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Children Archives

Infographic: 8 Must-Follow Tips to Manage Massachusetts Kids' Screen Time

Whether you only consider providing your Massachusetts children with a mobile device, or they already have it, you must think thoroughly about how you're going to manage kids' screen time. The thing is that modern-day children may literally spend hours on their smartphones and tablets as these devices become the primary mean of entertainment and communication with friends.

Infographic: How to Protect Massachusetts Children on Smartphones and Tablets

Nowadays Massachusetts children are inseparable from their smartphones and tablets. These gadgets may be useful, and at the same time bear hidden dangers like attacks of online predators, threats of cyberbullies, 18+ content, and identity theft. However, not many adults know of security measures it is necessary to consider here. 

Infographic: 10 Internet Commandments for Massachusetts Kids Going Online

The internet can be an excellent resource for Massachusetts kids. However, the freedom and accessibility that make it so useful can also be the source of hidden dangers. Hence, just as we exercise caution with the 'real world' environments that we allow our children to visit, the internet should be regarded with a healthy dose of vigilance and awareness.

Cries of a Massachusetts Child; Parents Misinterpret

One of the most frequent concerns divorced Massachusetts parents express inChildren 21.png custody disputes is that when their child is supposed to spend time with the other parent, the child cries or clings or sometimes "begs" not to be made to go. The parent generally interprets the child's behavior to mean that the child hates to spend time with the other parent. Sometimes they interpret the behavior to mean the other parent is abusive, or at least incompetent, as a parent. In fact, there are many possible reasons why children resist going from one parent to the other. 1. The children may really not want to spend time with the other parent, sometimes for good reason. But, this is actually quite rare. 2. The children may want to spend time with the other parent but not want to leave the parent they're with. It is common for human beings to simultaneously desire two, mutually exclusive results. We often wish we could eat our cake and have it too. Children are no different. In fact, most children really want to be with both parents and not to leave either. Their favorite fantasy is that their parents would get back together. 3. The children may be sensing non-verbal cues from the parent they are leaving that she or he is sad when the children leave. The children maybe reflecting the parent's feelings, not expressing their own. 4. The children may believe it pleases the parent for them to be sad about leaving. The children may be telling the parent what they think the parent wants to hear. 5. The children may simply find changing from one parent's home to the other uncomfortable. This is usually a temporary upset. Some children welcome change. Others have a more difficult time with it. Parents ought not jump to conclusions when a child resists parenting time. One suggestion is that these parents choose a counselor to help them (the children and the parents) sort out what is really troubling them. Just as important as figuring out the children's true concerns is finding solutions to the problem. The first solution many parents propose is to stop parenting time. That is almost never the best answer, and the counselor can also help the parents devise ways for the children to comfortably spend time in both homes. Often it is the parents who need to learn new skills such as how to give their children sincere permission to feel and express love for both parents.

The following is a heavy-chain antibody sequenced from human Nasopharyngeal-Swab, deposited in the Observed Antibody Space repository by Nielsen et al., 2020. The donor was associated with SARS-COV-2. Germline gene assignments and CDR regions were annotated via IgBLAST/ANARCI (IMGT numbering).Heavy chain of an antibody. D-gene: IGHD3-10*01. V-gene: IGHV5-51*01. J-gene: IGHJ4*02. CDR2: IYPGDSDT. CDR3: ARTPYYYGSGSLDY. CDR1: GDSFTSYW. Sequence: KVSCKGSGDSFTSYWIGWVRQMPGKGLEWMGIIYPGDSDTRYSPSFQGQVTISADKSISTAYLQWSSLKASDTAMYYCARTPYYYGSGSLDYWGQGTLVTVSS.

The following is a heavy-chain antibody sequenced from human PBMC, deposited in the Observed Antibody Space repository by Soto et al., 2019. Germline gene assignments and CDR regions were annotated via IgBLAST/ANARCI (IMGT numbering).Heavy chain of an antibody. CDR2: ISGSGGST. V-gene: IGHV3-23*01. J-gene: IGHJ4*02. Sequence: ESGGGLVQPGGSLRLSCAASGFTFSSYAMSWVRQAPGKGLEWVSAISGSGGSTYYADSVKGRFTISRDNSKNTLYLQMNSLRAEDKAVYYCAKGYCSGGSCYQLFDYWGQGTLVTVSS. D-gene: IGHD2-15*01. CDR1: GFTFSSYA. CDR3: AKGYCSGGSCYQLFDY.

How to Manage a Child's Medical Care After Massachusetts Divorce

In a Massachusetts divorce, it is crucial that parents handle medical care decisionsChild Health Care.png for their children with attention and clarity to ensure that they continue to receive the treatment they need.

Which Vaccination Exemptions are Allowed for Massachusetts Children

The Massachusetts Department of Public Health requires children to be vaccinatedImmunizations.jpg in order to be enrolled to school. There are two situations in which children who are not appropriately immunized may be admitted to school:

International Travel with a Child of a Massachusetts Divorce

A Massachusetts divorced parent who is traveling abroad with his or her childrenInternational Travel.jpg has additional hurdles to overcome before leaving for the trip. To insure that the experience is memorable from the start, make sure to follow these easy travel tips.

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